Lebanon police fire tear gas at protesters amid Beirut riots

Updated 19 Jan 2020


Anti-government protesters attempt to throw a large plant pot at security forces taking cover during clashes in the central downtown district of the Lebanese capital on Saturday.—AFP
Anti-government protesters attempt to throw a large plant pot at security forces taking cover during clashes in the central downtown district of the Lebanese capital on Saturday.—AFP

BEIRUT: Tensions flared in Lebanon’s capital on Saturday as angry protesters flung stones, traffic signs and tree branches at security forces, who responded with water canons and tear gas.

Riot police fired tear gas and sprayed water cannon near parliament in Lebanon’s capital Saturday to disperse thousands of protesters after riots broke out during a march against the ruling elite amid a severe economic crisis.

The riots began when some protesters started throwing stones at police deployed near the parliament building while others removed street signs and metal barriers and hurled them at security forces. Protesters also threw firecrackers at police.

As rioting took place in central Beirut, thousands of other protesters arrived later from three different parts of the city to join the demonstration.

The Lebanese Red Cross said it took 30 people to hospitals, while 45 others were treated on the spot.

The protest movement rocking Lebanon since October 17 has revived this week, over delays in forming a new cabinet to address the country’s growing economic crisis.

No progress appears to have been made towards a final lineup, which protesters demand be comprised of independent experts and exclude all traditional political parties.

On Saturday afternoon, demonstrators set out from various spots in Beirut in a march towards the city centre under the slogan “We won’t pay the price”.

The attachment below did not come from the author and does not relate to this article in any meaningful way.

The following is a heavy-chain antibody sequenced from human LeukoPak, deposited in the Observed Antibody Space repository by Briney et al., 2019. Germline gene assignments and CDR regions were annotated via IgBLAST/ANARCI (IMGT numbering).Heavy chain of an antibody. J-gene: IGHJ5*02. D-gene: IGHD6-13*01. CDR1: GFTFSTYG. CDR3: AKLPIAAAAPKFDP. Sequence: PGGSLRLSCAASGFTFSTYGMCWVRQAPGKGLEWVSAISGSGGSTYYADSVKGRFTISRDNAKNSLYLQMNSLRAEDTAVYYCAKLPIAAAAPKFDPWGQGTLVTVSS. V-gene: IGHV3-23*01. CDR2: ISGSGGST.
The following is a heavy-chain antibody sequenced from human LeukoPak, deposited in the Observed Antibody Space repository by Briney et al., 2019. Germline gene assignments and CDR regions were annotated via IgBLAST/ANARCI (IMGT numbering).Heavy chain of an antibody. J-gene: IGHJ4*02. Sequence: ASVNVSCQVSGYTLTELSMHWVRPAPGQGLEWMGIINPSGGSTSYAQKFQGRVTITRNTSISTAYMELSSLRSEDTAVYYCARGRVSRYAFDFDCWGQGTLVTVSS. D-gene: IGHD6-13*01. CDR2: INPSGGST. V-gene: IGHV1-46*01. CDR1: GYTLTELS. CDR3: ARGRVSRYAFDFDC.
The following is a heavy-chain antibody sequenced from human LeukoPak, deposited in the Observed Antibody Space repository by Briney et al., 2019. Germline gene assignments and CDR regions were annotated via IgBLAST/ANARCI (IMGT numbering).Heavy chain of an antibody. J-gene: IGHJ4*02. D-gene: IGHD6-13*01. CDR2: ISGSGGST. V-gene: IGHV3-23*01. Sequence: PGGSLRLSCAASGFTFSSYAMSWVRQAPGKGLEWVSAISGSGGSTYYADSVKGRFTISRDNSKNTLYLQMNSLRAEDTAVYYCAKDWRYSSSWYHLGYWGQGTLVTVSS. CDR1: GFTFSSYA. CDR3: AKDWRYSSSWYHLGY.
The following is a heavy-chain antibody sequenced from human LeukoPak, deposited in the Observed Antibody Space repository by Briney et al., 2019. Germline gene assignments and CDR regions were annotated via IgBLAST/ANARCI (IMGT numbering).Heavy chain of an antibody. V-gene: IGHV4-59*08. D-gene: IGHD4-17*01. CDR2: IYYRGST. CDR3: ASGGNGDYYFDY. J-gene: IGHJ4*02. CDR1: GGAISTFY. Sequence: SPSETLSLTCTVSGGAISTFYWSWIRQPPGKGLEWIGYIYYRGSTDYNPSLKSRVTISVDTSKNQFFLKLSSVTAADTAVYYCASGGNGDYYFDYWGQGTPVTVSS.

But before they all converged near the road leading to parliament, dozens of protesters flung rocks and plant pots filled with earth at the police guarding the institution, local television channels showed.

Security forces sprayed young men with two water cannons and lobbed tear gas over a metal fence to disperse remaining protesters on the wet tarmac.

“A direct and violent confrontation is taking place with anti-riot police at one of the entrances to parliament,” the Internal Security Forces said on Twitter.

“We ask peaceful protesters to keep away from the site of the rioting for their safety.” A photographer saw young men uproot parking metres. He also saw around 10 people faint from the tear gas.

A female protester named Maya, 23, said she was attending the protest because politicians still seemed to be ignoring demands for an overhaul of the old political class.

“I’m here because after more than 90 days in the streets, they’re still squabbling over their shares in government... It’s as if they didn’t see our movement,” she said.

“Popular anger is the solution,” the young protester said.

Forming a new cabinet is often convoluted in Lebanon, where a complex system seeks to maintain balance between the country’s many political parties and religious confessions.

But protesters say they want to scrap the old system, and demand only impartial technocrats staff a new government to address their growing economic woes, including a severe liquidity crisis.

The last government stepped down under pressure from the street on October 29, but has remained in a caretaker capacity until a new cabinet takes shape.

The World Bank has warned that the poverty rate in Lebanon could rise from a third to a half if the political crisis is not remedied fast.

Lebanon has witnessed three months of protests against the political elites who have ruled the country since the end of the 1975-90 civil war. The protesters blame politicians for widespread corruption and mismanagement in a country that has accumulated one of the largest debt ratios in the world.

The protesters had called for a demonstration Saturday afternoon with the theme “we will not pay the price” in reference to debt that stands at about $87 billion, or more than 150 percent of GDP.

Adding to the crisis, Lebanon has been without a government since Prime Minister Saad Hariri resigned Oct. 29, meeting a key demand of the protesters.

Prime Minister-designate Hassan Diab had been expected to announce an 18-member Cabinet on Friday, but last minute disputes among political factions scuttled his latest attempt.

Published in Dawn, January 19th, 2020